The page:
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Image of a very hairy spider.
Most spiders are perfectly harmless to humans and just want to be left alone, but there are a few exceptions. Read on to find out which ones you should be on the lookout for!

California Poison Control Offers Tips About Spider Bites

MOUNTAIN COMMUNITIES California Poison Control System (CPCS) suggests being on the lookout for spiders which are increasingly active when temperatures rise. With more people doing spring cleaning or starting to hike in the hills, the risk of bites is more likely.

Image of the California Poison Control System logo. Spider bites can result in small puncture wounds, pain, redness, itching and swelling that can last a couple of days. Most bites are not serious.

California Poison Control System received 2,475 calls related to insect and spider bites in 2021.

Image of Dr. Rais Vohra.

Dr. Rais Vohra.

“Only a few spider species have fangs which can penetrate human skin and be worrisome to people. By following some precautions, people can minimize the chance of being bitten,” says Dr. Rais Vohra, Medical Director for the Fresno/Madera Division of CPCS.

Dr. Vohra added that most spiders are killed only because they scare people, not because they are actually dangerous to humans. Spiders generally prefer to live in undisturbed areas where they can catch insects in peace.

Image of a black widow spider.

Image by jgiammatteo.

Black widow spiders are very common in California, while the brown recluse spider is not a cause of human injury in the state.

The black widow venom is dangerous even when baby spiders hatch.

Black widows establish non-symmetrical webs in garages, closets, corners of patio furniture, as well as outdoors.

Black widows are usually not aggressive, so most bites occur because a spider is trapped or unintentionally touched.


Dr. Vohra suggests the following spider bite prevention tips:
  • Keep cribs and beds as far from the wall as possible.
  • Shake all clothes thoroughly before wearing them.
  • Check your bed thoroughly before climbing in; more so if the bed has not been slept in for a while.
  • Always put on gloves and long-sleeved shirts when going through or emptying closets, boxes or containers that have sat undisturbed for a while.
  • Turn your shoes over and shake them out before putting them on.
  • Teach children to respect spiders and to find an adult if they see one.
Image of a black and red spider.

Image by Bogdan Costin.

The symptoms of a black widow spider bite include minimal redness at the bite site, and gradually increasing pain over several hours after envenomation (venom is injected).

Dr. Vohra added that the biggest problem with black widow spiders is that the bites are exceedingly painful. Patients usually describe an unrelenting, throbbing, dull pain near the site of the bite. In severe cases, the pain can become generalized and affect the whole back, torso or abdomen.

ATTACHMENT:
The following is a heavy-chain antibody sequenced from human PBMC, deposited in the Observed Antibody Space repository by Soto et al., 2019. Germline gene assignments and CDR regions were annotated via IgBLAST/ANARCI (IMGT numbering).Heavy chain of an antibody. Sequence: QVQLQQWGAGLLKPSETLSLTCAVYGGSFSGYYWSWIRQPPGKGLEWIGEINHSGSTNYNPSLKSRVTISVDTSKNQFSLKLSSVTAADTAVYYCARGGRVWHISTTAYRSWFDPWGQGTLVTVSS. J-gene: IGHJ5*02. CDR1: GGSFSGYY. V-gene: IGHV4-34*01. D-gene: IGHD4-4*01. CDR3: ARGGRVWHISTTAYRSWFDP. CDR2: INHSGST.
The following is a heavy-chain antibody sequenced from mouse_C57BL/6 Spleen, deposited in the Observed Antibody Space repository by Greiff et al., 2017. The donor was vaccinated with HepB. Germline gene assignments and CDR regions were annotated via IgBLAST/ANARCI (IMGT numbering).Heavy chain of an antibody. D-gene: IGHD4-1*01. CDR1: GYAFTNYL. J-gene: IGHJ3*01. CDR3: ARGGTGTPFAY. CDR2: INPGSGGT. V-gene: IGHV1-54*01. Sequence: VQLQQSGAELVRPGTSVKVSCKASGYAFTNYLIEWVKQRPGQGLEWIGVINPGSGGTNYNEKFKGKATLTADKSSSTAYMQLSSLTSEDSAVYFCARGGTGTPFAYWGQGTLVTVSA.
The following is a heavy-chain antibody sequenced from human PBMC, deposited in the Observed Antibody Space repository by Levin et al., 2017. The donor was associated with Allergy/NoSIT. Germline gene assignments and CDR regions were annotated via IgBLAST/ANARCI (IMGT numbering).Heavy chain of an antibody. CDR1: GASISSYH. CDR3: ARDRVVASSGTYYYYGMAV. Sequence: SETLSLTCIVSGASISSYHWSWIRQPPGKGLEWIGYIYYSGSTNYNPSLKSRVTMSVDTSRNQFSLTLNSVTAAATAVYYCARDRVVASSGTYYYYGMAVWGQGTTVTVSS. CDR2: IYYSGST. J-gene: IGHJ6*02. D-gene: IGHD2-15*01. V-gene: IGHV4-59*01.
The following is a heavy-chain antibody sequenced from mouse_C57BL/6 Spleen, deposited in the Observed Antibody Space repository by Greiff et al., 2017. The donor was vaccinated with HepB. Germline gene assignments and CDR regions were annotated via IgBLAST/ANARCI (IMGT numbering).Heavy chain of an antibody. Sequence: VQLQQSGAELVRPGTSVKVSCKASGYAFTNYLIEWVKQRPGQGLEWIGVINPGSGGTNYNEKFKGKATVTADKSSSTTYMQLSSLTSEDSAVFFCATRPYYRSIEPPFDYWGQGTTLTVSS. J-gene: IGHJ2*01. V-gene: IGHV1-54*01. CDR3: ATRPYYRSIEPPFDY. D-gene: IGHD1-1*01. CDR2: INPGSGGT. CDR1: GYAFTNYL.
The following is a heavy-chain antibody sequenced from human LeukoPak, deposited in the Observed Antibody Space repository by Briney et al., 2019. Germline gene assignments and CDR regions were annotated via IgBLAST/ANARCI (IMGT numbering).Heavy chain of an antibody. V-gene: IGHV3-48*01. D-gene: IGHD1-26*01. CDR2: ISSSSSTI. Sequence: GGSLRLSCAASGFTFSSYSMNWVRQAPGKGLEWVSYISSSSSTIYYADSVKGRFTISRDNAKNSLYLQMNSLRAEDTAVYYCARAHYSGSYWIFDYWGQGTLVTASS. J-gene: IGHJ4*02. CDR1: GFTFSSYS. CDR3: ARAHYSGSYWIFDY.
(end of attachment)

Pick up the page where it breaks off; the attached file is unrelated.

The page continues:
A bite on the hand or arm can cause chest pain, and bites to the lower extremities can cause abdominal pain. A small area of redness or a localized sweat patch at the site of the bite is a tell-tale sign that doctors look for.

If pain is increasingly severe, seek medical attention, as effective medicines are available.

Not all black widow bites need medical attention. Reasons to go to the doctor after a spider bite include discomfort which is increasingly severe; spreading local redness accompanied by pain and any drainage from a bite site.

People who believe that they have been bitten by a spider is far more common than actual spider bites, and many “bites” are actually bacterial skin infections. An expanding red painful area on the skin may be a staph infection and should be examined by a physician.

Image of a tarantula.

Image by Karsten Paulick.

It should be noted that tarantulas, whether native or exotic, can also cause injury either with a bite or the irritation from their many hairs when they enter the skin or eyes.

About California Poison Control System

Call Poison Control at 800-222-1222 (the number is the same in all states) for questions about poison encounters. Trained pharmacists, nurses and other providers are available to help 24 hours a day, seven days a week. The service is free, confidential and interpreters are available.

Get weekly tips about safety by texting TIPS to 20121 for English or texting PUNTOS to 20121 for Spanish.

Follow CPCS on Facebook and on Twitter @poisoninfo. CPCS is part of the University of California San Francisco School of Pharmacy and is responsible to the California Emergency Medical Services Authority.

Image of a spider in a spider web.

“Sometimes it looks like I’m dancing, but it’s just that I walked into a spider web.” — Demetri Martin


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